March 25, 2002
Following a successful first fall season in the NCAA's District II that included top-six finishes in all three regional tournaments, the Terrapin men's golf team stood as the mid-Atlantic region's top-rated team in the Golfweek and Golfstat rating systems. Before the Terps began their District II spring schedule, 11th-year coach Tom Hanna discussed his team's success following the geographically favorable move and its district prospects in the spring.
Question: How do you see your team's District II success carrying over from the fall and into the spring?
Tom Hanna: I think that it will really carry over in the spring, but with a little more experience. You look at the basketball team last year, in critical games sometimes they made some mistakes. This year, they get down, they just come back. And you learn that, you can't teach it, you can't coach it - you can talk about it, and we have talked about it at length, but until you experience it, until the kids get used to it, it's a hard thing to understand and that's why coaches rely on senior leadership, the experience of being there before. Well, we've been there - we had the chance to win three, we won one. I think we have a good chance to win some tournaments in the spring.
Q: In addition to the victory at the Temple Invitational, what specifically will your team take from close calls at two other tournaments in the fall?
TH: We should have won three times. A couple years ago, when these kids were all freshmen and sophomores, when they were in a position to win, they would drop back. To win, you have to learn how to win. To learn how to win, you've got to win enough times to where you get comfortable. I think the fall semester really showed these guys that, A, they can win, and B, that we were in a position to win three tournaments but made some mistakes. As we get older, as this team starts in the spring, I would hope that that experience of, A, winning, and B, not getting the job done in the next two tournaments will carry over where they play a little smarter and don't make the mistakes.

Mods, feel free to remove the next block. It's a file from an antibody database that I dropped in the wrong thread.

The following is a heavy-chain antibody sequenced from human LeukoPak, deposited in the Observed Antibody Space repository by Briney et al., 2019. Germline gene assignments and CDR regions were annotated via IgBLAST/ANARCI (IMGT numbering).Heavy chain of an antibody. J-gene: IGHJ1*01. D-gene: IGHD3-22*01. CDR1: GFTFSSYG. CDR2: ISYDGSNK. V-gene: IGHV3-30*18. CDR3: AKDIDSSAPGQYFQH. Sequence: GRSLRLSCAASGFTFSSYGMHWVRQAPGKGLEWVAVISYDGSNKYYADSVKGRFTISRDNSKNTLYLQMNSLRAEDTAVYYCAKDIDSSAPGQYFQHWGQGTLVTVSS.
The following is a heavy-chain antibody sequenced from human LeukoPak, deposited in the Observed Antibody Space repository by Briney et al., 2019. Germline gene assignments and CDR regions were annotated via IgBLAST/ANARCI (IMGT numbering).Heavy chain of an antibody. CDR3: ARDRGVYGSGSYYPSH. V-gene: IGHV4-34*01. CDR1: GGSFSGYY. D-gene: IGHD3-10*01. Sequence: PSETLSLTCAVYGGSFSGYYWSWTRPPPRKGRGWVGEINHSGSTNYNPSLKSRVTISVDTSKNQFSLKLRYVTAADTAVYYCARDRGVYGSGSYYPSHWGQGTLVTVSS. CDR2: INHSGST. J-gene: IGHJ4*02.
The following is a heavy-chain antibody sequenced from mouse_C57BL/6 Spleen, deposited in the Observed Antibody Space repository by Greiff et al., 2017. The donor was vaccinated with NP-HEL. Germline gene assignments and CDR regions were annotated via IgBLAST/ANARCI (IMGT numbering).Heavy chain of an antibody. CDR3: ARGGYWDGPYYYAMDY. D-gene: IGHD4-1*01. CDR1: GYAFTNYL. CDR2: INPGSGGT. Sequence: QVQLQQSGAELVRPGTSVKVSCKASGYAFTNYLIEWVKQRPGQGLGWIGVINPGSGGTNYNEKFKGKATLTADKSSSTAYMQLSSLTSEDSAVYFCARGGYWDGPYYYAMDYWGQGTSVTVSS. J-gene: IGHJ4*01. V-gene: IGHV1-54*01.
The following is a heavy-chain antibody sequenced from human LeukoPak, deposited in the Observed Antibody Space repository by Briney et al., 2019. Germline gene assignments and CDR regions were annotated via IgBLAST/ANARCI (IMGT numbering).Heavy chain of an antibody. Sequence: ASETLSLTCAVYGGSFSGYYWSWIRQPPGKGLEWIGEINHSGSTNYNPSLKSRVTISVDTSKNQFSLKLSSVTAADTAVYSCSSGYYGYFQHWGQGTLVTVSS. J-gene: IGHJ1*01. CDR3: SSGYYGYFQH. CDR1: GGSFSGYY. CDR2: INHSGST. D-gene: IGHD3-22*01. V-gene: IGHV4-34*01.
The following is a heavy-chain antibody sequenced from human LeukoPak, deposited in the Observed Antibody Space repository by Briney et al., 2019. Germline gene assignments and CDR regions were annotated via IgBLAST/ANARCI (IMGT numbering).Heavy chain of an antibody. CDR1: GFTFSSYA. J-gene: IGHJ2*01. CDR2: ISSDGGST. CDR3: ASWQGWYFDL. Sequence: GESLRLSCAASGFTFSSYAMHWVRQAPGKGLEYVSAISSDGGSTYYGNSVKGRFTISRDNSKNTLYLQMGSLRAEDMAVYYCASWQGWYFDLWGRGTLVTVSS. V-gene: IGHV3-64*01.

Q: Based on how they've played against the new competition and courses thus far, how would you evaluate your team's transition from District III North to District II?
TH: I think that it was a shock to them, just the attitude they had last year of, 'Well, we're going to District II and the Wake Forests, the Clemsons, the North Carolinas, the Georgia Techs, they're not up there. We're an ACC school, we play a big-time schedule, we're going to go up there and it's not going to be an issue.' Well, they found out, and I've told them all along, that there's some good players up there. They might not be as deep as we are, but there's a lot of good players up there that can carry teams. They get up there, and they found that out exactly. They expected to go up there and walk away with it, and they didn't do that. They found out there were some good players up there. I think it really brought them down to earth immediately.
Q: What about the transition to playing the favorite's role?